A Swiss-Spanish dual national has been arrested in Morocco on suspicion of aiding terrorists who beheaded a Danish and a Norwegian hiker in the Atlas mountains.
The Swiss foreign ministry said it was in contact with the authorities in Morocco, Spain, Denmark and Norway to help in the case and exchange information.
The Federal Police Office (Fedpol) said on Monday that the suspect had a criminal record for a number of offences committed in Geneva between 2007 and 2013.
Convicted of several crimes, including drug abuse, theft and domestic violence, the suspect emigrated to Morocco in 2015, according to a police spokeswoman.
According to a statement by Morocco’s Central Bureau of Judicial Investigation, the accused was "steeped in extremist ideology" and is "suspected of having taught some of the people involved communication tools stemming from new technologies and of having trained them to shoot".
He was allegedly part of an operation to recruit people to commit terrorist acts in Morocco.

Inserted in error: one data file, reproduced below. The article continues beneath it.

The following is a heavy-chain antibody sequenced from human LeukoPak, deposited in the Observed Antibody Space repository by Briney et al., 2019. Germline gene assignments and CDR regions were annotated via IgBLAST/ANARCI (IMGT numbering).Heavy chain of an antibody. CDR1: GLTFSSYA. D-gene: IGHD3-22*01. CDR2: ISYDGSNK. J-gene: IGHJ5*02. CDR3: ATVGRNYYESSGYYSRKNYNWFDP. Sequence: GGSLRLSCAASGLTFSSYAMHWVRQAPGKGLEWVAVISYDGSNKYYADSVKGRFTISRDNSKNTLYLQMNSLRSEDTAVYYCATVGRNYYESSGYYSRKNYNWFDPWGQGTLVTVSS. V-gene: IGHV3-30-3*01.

A 24-year-old Danish student and her friend, a 28-year-old Norwegian woman, were killed on the night of December 16 in southern Morocco, where they were on holiday. Their bodies were discovered in an isolated area in the High Atlas, in an area popular with hikers. Both victims were beheaded.
The Moroccan authorities have already arrested 18 people for their alleged links with this double homicide designated as a "terrorist incident".
The four main alleged perpetrators, arrested in Marrakech in the days following the double murder, belonged to a cell inspired by the ideology of the Islamic State group but "without contact" with representatives in Syria or Iraq, Moroccan counter-terrorism chief Abdelhak Khiam was quoted as saying.
One of them, a 25-year-old street vendor, is suspected by investigators of being the head of this "terrorist cell". He is seen speaking in a video shot a week before the murder, in which the four main suspects pledge allegiance to Abu Bakr al-Baghdadi, the leader of Islamic State.
So far, Morocco has been spared Islamic State-related terror attacks. However, it is no stranger to terrorism with major attacks in Casablanca (33 deaths in 2003) and Marrakech (17 deaths in 2011).
swissinfo.ch with Keystone-SDA; ac/ug